Denver, CO

Denver Labor puts $1 million back in workers' hands

Margaret Jackson

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(Courtesy of Denver Labor)

By Margaret Jackson / NewsBreak Denver

(Denver, Colo.) Denver Labor has put more than $1 million back into the hands of workers who earned the city’s minimum wage or prevailing wage this year but were paid less than the law requires.

“We are going to return a record amount of restitution to Denver’s workers in 2022,” said Denver Auditor Timothy O’Brien, whose office operates the Denver Labor division. “That’s money people worked hard to earn, but it didn’t go into their paychecks the way it should have.”

The Denver Labor team works with employers and employees to investigate and resolve underpayments related to Denver’s wage laws. The team prioritizes educating employers about the law and workers about their rights, but sometimes mistakes happen and workers get paid less than required.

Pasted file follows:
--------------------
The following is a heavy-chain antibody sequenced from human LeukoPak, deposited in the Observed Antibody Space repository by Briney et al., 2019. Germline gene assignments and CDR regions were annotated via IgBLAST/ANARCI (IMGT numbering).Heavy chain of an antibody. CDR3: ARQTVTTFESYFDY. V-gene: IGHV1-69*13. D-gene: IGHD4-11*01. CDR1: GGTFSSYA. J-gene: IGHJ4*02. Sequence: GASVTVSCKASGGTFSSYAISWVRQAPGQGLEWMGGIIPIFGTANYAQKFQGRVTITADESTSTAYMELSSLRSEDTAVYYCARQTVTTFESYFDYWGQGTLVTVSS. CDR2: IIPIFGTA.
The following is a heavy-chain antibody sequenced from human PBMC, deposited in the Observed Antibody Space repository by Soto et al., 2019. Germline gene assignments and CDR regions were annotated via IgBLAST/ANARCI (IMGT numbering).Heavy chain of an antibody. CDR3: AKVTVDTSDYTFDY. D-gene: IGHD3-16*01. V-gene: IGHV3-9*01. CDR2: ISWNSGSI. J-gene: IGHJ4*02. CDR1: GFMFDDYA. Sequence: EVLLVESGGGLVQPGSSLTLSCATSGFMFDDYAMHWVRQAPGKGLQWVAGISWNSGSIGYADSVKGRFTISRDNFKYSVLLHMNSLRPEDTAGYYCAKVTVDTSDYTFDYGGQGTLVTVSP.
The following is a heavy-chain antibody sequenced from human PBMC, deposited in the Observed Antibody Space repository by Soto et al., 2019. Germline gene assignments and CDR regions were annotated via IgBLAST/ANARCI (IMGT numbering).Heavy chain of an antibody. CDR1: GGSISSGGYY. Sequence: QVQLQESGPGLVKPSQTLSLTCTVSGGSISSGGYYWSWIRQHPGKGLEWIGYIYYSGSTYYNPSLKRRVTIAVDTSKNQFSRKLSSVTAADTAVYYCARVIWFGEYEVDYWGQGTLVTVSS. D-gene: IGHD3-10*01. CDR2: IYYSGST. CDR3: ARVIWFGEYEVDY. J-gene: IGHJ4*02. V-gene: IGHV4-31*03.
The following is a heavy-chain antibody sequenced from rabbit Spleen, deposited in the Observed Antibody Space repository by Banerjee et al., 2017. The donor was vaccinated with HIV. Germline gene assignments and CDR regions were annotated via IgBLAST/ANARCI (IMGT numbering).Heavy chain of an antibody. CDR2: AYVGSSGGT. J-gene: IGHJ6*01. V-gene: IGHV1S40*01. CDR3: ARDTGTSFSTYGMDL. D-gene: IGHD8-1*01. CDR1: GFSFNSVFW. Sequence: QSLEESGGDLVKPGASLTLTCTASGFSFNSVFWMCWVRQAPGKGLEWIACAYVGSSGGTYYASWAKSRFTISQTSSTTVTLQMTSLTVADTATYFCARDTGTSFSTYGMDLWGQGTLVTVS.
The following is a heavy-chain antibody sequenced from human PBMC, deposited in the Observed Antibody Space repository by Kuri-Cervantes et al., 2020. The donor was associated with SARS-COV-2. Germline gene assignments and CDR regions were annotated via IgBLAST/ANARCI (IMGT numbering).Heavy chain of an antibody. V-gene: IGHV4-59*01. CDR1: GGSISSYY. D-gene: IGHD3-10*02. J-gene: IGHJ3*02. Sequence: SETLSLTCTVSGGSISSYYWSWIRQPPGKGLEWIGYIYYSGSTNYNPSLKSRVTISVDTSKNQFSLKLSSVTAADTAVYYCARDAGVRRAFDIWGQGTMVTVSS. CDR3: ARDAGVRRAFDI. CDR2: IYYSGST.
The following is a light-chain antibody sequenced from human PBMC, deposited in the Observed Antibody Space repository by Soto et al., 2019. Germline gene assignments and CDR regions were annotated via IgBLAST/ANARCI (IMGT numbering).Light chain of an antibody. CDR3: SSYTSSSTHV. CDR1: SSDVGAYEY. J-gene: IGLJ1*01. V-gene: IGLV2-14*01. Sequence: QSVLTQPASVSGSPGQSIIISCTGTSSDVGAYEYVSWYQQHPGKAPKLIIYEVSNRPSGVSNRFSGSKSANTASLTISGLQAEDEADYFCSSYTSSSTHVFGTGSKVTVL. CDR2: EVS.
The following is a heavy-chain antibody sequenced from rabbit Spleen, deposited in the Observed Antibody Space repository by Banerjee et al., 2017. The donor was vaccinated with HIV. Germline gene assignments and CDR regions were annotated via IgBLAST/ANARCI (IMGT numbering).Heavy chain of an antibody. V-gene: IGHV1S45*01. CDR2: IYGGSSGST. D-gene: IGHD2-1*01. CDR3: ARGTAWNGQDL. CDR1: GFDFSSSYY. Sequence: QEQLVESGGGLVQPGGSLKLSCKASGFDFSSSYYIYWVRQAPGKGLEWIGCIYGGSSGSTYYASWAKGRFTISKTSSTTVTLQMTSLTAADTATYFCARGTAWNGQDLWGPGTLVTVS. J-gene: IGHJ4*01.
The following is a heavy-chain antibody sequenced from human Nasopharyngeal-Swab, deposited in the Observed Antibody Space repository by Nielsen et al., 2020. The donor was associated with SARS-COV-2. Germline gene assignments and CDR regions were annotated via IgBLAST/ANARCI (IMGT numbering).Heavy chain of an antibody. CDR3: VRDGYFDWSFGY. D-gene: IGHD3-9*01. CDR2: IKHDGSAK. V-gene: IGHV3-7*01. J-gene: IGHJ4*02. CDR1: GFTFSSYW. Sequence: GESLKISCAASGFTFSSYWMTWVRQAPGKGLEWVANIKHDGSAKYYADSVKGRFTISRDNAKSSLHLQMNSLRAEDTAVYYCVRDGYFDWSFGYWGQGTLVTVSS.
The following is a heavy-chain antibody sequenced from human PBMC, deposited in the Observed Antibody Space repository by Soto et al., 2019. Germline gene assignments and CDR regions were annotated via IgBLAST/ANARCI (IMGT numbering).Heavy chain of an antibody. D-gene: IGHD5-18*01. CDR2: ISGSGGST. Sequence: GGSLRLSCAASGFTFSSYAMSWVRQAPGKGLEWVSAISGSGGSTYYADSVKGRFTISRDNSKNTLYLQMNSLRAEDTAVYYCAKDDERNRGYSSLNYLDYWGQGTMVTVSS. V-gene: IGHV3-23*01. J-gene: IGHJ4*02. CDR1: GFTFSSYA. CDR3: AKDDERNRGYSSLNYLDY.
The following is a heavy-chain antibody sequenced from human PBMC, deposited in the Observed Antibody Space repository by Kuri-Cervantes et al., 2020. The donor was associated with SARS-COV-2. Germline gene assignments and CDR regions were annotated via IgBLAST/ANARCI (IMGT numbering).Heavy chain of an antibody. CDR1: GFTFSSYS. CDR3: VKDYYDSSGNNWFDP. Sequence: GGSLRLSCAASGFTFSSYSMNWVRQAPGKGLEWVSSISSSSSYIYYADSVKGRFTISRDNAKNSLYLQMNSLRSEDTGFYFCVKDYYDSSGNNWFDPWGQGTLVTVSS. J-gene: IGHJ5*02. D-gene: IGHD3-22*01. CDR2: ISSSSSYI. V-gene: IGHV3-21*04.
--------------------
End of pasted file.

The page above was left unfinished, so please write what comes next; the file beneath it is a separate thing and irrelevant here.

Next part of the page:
“Every penny matters to the people who earned it,” Denver Labor Executive Director Jeff Garcia said. “I’m proud of the work my team is doing to help real people.”

So far, in 2022, Denver Labor has returned $1.06 million to workers. Additional restitution is pending or may be sent to collections by the end of the year.

The most recent restitution case involved a valet company in Denver. Because the valet parking industry is considered at high risk for underpayments, Denver Labor’s minimum wage team proactively audited the company’s payroll and found it was claiming a tip credit and paying some workers as low as $9.98 per hour.

After management was notified of the error, the company paid $73,595 in restitution to 98 employees.

“The new active enforcement approach helps us catch errors and work with employers earlier — before restitution becomes a larger burden,” Garcia said. “Denver’s minimum sage covers the lowest-paid people in the city, so moving quickly to get the money they are owed back in their pockets really makes a difference.”

Denver’s minimum, wage in 2022 is $15.87 per hour and only businesses in the food and beverage industry can claim the top credit of $3.02 per hour. The minimum wage rate will increase to $17.29 in 2023.

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